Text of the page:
Here we talk about Marxist aesthetics, which does not examine a mechanical opposition of form and substance or the primacy of spirit over matter, and neither it examines the objective and subjective aspects of phenomena separate from each other; but, as a unique aesthetic, tries to examine the relationship between parts and the totality, the general and the particular features of things to make [these relationships] visible to those who cannot see it otherwise. For a better cognition of phenomena, we need a Kantian aesthetics of power of judgment. Therefore, in Marxist aesthetics, one can find traces of Kant’s idealistic aesthetics elaborated in his book the Critique of the Power of Judgment.
The revolutionary rise of “Women, Life, Freedom” has resulted in opposition from workers, women activists, and young people seeking freedom and equality not just against the capitalist government, but also against the manufacturing pro-Western leaders and alternatives. The freedom and equality movement seeks nothing less than the end of capitalist rule and the achievement of happiness and freedom.
Rasool Bodaghi is a teacher and a member of the Union of Iranian Educators. Bodaghi has dedicated his life to improving modern education and ensuring that all Iranian children receive a quality, free, and equal education. In a recent note written from Evin prison, he spoke about the demands of teachers over the years and explained the reasons for the government’s repressive actions towards them.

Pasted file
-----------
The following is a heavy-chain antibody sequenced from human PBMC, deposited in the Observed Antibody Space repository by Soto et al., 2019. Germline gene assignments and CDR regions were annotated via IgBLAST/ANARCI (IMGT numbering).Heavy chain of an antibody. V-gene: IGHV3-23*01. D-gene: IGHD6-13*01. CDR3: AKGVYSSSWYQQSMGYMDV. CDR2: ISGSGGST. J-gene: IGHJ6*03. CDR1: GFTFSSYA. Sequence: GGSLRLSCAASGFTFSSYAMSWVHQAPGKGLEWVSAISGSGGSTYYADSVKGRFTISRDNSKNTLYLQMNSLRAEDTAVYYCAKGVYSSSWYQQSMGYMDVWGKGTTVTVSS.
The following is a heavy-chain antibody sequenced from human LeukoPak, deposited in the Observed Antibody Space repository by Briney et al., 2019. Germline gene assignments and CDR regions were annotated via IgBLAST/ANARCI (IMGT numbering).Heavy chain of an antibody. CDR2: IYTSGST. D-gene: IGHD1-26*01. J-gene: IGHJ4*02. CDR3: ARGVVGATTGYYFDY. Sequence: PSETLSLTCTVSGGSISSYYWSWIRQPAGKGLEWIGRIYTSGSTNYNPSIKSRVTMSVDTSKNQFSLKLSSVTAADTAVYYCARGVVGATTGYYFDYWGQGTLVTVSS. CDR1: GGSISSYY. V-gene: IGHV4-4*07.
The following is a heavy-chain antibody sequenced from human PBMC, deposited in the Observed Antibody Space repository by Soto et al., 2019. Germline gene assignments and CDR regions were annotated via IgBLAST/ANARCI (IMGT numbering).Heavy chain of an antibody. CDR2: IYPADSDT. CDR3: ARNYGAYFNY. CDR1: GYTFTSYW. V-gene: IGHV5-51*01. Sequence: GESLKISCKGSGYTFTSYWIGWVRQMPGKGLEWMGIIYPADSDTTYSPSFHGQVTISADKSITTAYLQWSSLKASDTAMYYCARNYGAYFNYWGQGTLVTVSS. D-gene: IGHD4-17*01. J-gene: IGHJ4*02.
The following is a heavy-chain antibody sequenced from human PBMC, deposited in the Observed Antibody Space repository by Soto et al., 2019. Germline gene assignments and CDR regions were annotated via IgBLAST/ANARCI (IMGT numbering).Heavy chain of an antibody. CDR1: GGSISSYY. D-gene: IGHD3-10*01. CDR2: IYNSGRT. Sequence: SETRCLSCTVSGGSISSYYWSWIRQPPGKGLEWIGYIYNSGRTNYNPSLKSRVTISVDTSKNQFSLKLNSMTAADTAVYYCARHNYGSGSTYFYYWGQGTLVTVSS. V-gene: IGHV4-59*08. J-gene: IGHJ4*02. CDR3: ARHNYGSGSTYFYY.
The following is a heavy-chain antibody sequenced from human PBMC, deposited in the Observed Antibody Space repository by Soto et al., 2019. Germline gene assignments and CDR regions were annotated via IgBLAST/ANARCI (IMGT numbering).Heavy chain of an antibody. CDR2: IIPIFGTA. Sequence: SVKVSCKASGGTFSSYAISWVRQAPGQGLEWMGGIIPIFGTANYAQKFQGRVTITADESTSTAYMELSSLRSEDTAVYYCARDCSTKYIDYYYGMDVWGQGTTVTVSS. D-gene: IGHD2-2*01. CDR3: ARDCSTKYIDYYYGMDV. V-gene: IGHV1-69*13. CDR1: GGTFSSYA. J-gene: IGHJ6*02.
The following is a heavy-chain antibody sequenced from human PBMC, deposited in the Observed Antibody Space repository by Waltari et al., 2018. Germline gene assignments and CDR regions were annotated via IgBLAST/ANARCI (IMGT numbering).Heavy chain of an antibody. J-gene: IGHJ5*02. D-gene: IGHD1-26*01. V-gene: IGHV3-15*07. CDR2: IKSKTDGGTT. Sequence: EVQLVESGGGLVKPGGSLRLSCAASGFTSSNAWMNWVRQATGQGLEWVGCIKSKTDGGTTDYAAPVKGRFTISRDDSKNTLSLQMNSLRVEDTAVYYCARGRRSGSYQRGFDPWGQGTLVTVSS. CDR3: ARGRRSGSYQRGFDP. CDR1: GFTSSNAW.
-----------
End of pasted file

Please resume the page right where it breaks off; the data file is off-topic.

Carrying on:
Why, after more than two months of protests, have nationwide strikes not yet occurred in Iran, and how do the demands of the current uprising for “women, life, freedom” align with those of the working class? To address these questions, we spoke with Parvin Mohammadi, the vice-chairman of the Independent Iranian Workers’ Union. With years of experience in the labor movement and a history of interrogations, arrests, and trials due to her activism, Mohammadi believes that “national labor strikes will happen, but on a different schedule, when this movement becomes wider and involves crowds of thousands in cities.”